Jamie Dimon is not a fan of Donald Trump’s approach to trade.
And although he’d probably contend that’s not an entirely accurate assessment of his thinking, a new interview with CNN Money certainly seems to the support the notion that he believes the President and his team are increasingly detached from reality when it comes to global trade and commerce.
“I would remind folks that the president’s team has already said, ‘There will be no retaliation.’ They’ve already been wrong,” Dimon told the network’s Christine Romans, adding that “if I was the president, I’d be a little ticked off at some of my advisers, to tell you the truth.”
Dimon also criticized America’s approach to NAFTA negotiations, going so far as to accuse Trump of “torturing” Mexico.
We want NAFTA done/ To be torturing Mexico in this way, in my opinion, is dead wrong, and it should be fixed.
He also suggested that the correct way to address grievances with China is to marshal support from traditional U.S. allies and present a unified front, that is not confrontational, but rather aimed at constructive dialogue. That, as opposed to simply adopting the most confrontational approach possible in the interest of scoring political points with the Roseanne base ahead of the midterms.
Dimon went on to warn that taking this all the way to it’s logical (or maybe illogical is better) extreme risks negating the benefits of the stimulus:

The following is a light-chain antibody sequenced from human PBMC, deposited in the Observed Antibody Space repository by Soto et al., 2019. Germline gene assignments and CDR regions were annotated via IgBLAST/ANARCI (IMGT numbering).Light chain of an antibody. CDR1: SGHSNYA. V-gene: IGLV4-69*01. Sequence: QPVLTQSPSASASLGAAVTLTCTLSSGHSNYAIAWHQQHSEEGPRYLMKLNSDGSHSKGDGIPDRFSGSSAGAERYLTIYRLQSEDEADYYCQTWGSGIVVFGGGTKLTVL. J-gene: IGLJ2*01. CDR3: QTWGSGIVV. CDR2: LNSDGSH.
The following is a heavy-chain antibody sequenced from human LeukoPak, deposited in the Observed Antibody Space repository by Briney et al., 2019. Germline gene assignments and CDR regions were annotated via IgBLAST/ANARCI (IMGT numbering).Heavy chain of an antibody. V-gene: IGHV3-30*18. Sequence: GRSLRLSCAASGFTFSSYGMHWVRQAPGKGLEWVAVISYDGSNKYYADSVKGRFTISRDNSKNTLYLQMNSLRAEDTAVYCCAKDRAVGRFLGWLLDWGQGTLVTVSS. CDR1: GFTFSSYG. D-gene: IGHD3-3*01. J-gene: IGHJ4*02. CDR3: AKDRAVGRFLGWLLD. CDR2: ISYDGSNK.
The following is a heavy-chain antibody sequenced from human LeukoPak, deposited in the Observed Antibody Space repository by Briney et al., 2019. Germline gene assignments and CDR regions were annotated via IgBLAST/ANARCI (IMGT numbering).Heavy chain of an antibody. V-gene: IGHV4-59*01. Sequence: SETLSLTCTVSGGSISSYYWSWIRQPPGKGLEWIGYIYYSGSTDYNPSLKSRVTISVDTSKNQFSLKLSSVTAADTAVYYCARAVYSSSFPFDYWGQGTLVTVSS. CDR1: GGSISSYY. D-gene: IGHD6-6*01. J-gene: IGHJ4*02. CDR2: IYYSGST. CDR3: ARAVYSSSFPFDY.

If you do another $200 billion of tariffs and this national security thing about cars, I think that you’re getting pretty close to reversing some of the benefits you’ve seen in the economy.
The following chart reminds you where things stand currently.
Just to put that in context, we’re at risk of taking US protectionism to levels last seen in the mid- 1970s.
On immigration, Dimon’s message was simple. And although you can watch it for yourself at the link above for the details. Here’s the bottom line:
We completely support DACA. We completely support immigrants. They’re law-abiding, taxpayers [and] most Americans like the immigrants they know, who help them and work with them.
Finally, Dimon delivered a little anecdote about the time his daughter suggested he steer clear of commenting on these issues. His response to her:
You can’t take yourself off the playing field.
For those interested in what the campaign promises are going to look like when Jamie Dimon puts himself “on the playing field” for real by making a run at the White House in 2020, we thought this was a good time to republish his annual letter, embedded in full below [click image to view at scribd.com].
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